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If you’re looking for a way to benefit your loved ones, take a good look at charitable remainder trusts (CRTs) and charitable lead trusts (CLTs). Often referred to as “split interest” trusts because of their dual beneficial interests, they have the ability to benefit a qualified charity as well as noncharitable beneficiaries.

How CRTs work

A CRT provides noncharitable beneficiaries with exclusive rights to all distributions until their interests have terminated. At that time, charitable beneficiaries receive the remainder — the assets left over in the trust.

A CRT can be a particularly useful tool if you’d like to divest yourself of a highly appreciated asset to diversify your portfolio but are concerned about the capital gains tax. You create a CRT, name yourself the noncharitable beneficiary and transfer the appreciated asset to the trust. Then, the CRT can sell the asset (tax-free to the trust because the CRT is tax-exempt) and use the proceeds to purchase diverse, income-producing assets.

You can receive annual payments from the trust for a specified period of up to 20 years or for your lifetime, increasing your cash flow. A portion of each payment may be taxable to you based on the income earned or capital gains recognized by the trust. You might, for instance, have capital gains income attributable to the sale of the highly appreciated shares you transferred to the trust. But the gain you report will be spread out and taxed to you only as you receive payments.

In addition, you’ll enjoy an immediate income tax charitable deduction on creation of the trust, calculated as the present value of the charity’s remainder interest. You also can enjoy recognition within the charitable organization(s) and community as a result of the contribution, unless you prefer to donate anonymously.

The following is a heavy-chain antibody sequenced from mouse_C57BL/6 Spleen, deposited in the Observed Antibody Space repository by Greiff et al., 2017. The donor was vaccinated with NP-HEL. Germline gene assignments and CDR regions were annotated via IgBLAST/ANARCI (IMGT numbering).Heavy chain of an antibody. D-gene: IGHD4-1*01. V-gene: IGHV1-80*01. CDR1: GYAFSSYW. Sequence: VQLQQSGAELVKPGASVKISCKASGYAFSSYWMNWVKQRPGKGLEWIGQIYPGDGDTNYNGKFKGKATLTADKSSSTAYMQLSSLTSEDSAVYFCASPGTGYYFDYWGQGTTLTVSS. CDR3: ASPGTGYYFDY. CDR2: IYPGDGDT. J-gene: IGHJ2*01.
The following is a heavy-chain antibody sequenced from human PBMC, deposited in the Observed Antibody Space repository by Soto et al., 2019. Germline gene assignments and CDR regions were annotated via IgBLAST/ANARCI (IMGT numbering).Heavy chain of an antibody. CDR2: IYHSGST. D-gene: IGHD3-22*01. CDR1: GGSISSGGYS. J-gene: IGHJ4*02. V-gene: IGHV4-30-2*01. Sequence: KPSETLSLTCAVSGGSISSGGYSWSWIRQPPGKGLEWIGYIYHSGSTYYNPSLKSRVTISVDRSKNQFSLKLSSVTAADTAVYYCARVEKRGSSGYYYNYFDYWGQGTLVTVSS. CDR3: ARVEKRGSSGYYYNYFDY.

If you’re concerned that, should you die early in the CRT’s existence (before you’ve received many payments from it), there won’t be enough assets in your estate for your heirs to receive the inheritances you intended, there are at least two potential solutions.

One is to set the CRT term for a specific number of years (rather than your lifetime) and name your heirs as contingent beneficiaries. The other is to purchase a life insurance policy to make up for the shortfall your heirs might experience.

Finally, keep in mind that you can name someone other than yourself as a noncharitable beneficiary and even fund the trust at your death, but the tax consequences will be different.

Where CLTs differ

A CLT differs from a CRT in that it reverses the timing of when charitable and noncharitable beneficiaries receive distributions. That is, charitable beneficiaries receive the initial distributions and noncharitable beneficiaries receive the remainder.

A CLT can be useful when an asset generates substantial income every year, you don’t need the income and you wish to eventually pass the asset to your heirs. The CLT generates an income stream for the charity during the trust term, and at your death (or the end of the CLT term, if you’ve set it for a specific number of years) the asset passes to your family.

If structured as a grantor trust, the trust is essentially disregarded for income tax purposes, and a CLT then works similarly to a CRT in that you receive an immediate income tax deduction on the transfer of assets into the trust. But, in subsequent years, the income generated by the CLT will be taxable to you. If you don’t structure it as a grantor trust, the CLT income won’t be taxable to you, but you also won’t get an income tax deduction when you fund the trust.

Unlike a CRT with you as the noncharitable beneficiary, a CLT has a gift tax component, which is calculated as the present value of the noncharitable beneficiary’s remainder interest. As with CRTs, CLTs can also be funded at your death, but the tax consequences will be different.

Who can help?

In the world of estate planning, harnessing the power of either a CRT or CLT can help the charities you support while also benefiting your beneficiaries. So, consult with your tax advisor to see whether a CRT or CLT suits your estate plan.